Nitrogen and carbon isotopes in Finnish wood decay fungi

Published: 23 October 2020| Version 3 | DOI: 10.17632/99vhj6j7nr.3
Erik Hobbie


This provides statistical analyses and supplementary data for carbon and nitrogen isotopes in wood decay fungi from three Picea abies stands in Finland. Original data were from: Chen J, Heikkinen J, Hobbie E, Rinne-Garmston K, Penttilä R, Mäkipää R (2019) Strategies of carbon and nitrogen acquisition by saprotrophic and ectomycorrhizal fungi in Finnish boreal Picea abies-dominated forests. Fungal biology 123 (6):456-464. Abstract of our work is: We examined whether sporocarp carbon and nitrogen isotope ratios (δ13C and δ15N values) reflected different functional strategies in 15 species of wood decay fungi. In Finnish Picea abies forests, we compared sporocarp δ13C and δ15N against log diameter, proximity to ground, and wood decay type (brown rot, nonselective white rot, and selective white rot (targeting hemicellulose and lignin preferentially). In regression analysis (adjusted r2 = 0.576), species accounted for 31% of variability in δ13C, with factors influencing wood δ13C accounting for the remainder. Brown rot fungi and three white rot fungi that selectively attacked hemicellulose (Heterobasidion parviporum, Phellopilus nigrolimitatus, and Trichaptum abietinum) were higher in δ13C than nonselective white rot fungi. This was attributed to greater assimilation of 13C-enriched pentoses by these fungi. The parasitic white rot fungus Heterobasidion parviporum had higher δ15N with proximity to ground and increasing log size. This suggested that 15N-enriched soil N contributed to decomposing logs and that Heterobasidion growing from a bigger resource base had increased access to soil N. These isotopic patterns accordingly reflected both functional diversity of wood decay fungi and site-specific factors. In review at Fungal Ecology.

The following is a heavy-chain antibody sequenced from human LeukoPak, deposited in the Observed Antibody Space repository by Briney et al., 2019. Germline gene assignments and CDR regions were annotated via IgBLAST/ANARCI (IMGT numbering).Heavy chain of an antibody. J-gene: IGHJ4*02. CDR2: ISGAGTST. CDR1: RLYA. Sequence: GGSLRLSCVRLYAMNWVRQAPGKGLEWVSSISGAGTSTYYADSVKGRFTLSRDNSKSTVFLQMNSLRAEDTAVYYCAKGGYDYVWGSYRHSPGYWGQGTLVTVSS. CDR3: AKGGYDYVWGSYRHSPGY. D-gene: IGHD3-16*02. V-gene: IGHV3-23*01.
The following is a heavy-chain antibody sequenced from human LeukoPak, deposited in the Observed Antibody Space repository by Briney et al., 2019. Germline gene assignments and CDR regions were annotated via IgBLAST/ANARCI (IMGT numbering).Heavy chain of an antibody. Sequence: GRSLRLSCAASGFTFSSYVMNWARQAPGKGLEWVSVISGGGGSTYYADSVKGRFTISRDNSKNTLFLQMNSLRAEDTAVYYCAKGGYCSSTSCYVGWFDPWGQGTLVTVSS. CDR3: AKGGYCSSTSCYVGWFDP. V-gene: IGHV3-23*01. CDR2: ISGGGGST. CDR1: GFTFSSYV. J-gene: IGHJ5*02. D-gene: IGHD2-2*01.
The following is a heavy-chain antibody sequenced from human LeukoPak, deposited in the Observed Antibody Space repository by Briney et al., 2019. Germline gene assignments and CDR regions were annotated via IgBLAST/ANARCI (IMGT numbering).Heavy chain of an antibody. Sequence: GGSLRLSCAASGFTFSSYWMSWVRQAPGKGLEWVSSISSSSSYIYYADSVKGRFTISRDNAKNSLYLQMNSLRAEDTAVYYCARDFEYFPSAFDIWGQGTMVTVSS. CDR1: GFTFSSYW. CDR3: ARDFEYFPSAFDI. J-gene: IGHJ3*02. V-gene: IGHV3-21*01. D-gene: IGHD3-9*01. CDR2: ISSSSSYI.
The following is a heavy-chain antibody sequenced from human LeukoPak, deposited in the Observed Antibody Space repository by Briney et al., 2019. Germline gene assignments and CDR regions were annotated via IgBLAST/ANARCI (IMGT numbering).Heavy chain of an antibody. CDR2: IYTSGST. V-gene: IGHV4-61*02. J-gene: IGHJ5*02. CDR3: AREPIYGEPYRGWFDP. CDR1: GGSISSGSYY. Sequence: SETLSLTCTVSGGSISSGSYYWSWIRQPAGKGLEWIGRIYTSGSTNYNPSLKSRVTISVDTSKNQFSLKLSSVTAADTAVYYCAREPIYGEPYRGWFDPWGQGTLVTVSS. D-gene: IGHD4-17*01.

University of New Hampshire


Wood, Mycology, Forest Ecology, Carbon